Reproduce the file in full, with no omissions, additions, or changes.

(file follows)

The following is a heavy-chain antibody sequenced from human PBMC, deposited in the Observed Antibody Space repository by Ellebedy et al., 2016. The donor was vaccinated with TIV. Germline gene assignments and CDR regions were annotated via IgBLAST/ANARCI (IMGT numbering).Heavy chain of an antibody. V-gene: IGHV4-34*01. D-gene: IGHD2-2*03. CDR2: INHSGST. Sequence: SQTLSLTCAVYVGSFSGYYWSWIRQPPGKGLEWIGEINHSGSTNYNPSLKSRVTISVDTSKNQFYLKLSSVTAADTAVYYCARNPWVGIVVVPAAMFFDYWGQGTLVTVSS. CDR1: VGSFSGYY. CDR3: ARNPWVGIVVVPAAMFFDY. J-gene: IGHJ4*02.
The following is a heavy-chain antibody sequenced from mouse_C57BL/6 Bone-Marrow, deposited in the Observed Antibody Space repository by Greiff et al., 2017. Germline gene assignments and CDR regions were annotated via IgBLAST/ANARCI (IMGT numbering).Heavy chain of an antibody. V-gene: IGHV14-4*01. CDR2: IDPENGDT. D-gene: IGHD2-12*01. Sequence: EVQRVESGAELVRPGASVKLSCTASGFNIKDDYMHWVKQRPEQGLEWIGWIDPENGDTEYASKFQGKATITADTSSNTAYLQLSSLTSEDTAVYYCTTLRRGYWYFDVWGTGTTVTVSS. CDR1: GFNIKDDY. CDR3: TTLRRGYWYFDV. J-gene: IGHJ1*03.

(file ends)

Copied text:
The following is a heavy-chain antibody sequenced from human PBMC, deposited in the Observed Antibody Space repository by Ellebedy et al., 2016. The donor was vaccinated with TIV. Germline gene assignments and CDR regions were annotated via IgBLAST/ANARCI (IMGT numbering).Heavy chain of an antibody. V-gene: IGHV4-34*01. D-gene: IGHD2-2*03. CDR2: INHSGST. Sequence: SQTLSLTCAVYVGSFSGYYWSWIRQPPGKGLEWIGEINHSGSTNYNPSLKSRVTISVDTSKNQFYLKLSSVTAADTAVYYCARNPWVGIVVVPAAMFFDYWGQGTLVTVSS. CDR1: VGSFSGYY. CDR3: ARNPWVGIVVVPAAMFFDY. J-gene: IGHJ4*02.
The following is a heavy-chain antibody sequenced from mouse_C57BL/6 Bone-Marrow, deposited in the Observed Antibody Space repository by Greiff et al., 2017. Germline gene assignments and CDR regions were annotated via IgBLAST/ANARCI (IMGT numbering).Heavy chain of an antibody. V-gene: IGHV14-4*01. CDR2: IDPENGDT. D-gene: IGHD2-12*01. Sequence: EVQRVESGAELVRPGASVKLSCTASGFNIKDDYMHWVKQRPEQGLEWIGWIDPENGDTEYASKFQGKATITADTSSNTAYLQLSSLTSEDTAVYYCTTLRRGYWYFDVWGTGTTVTVSS. CDR1: GFNIKDDY. CDR3: TTLRRGYWYFDV. J-gene: IGHJ1*03.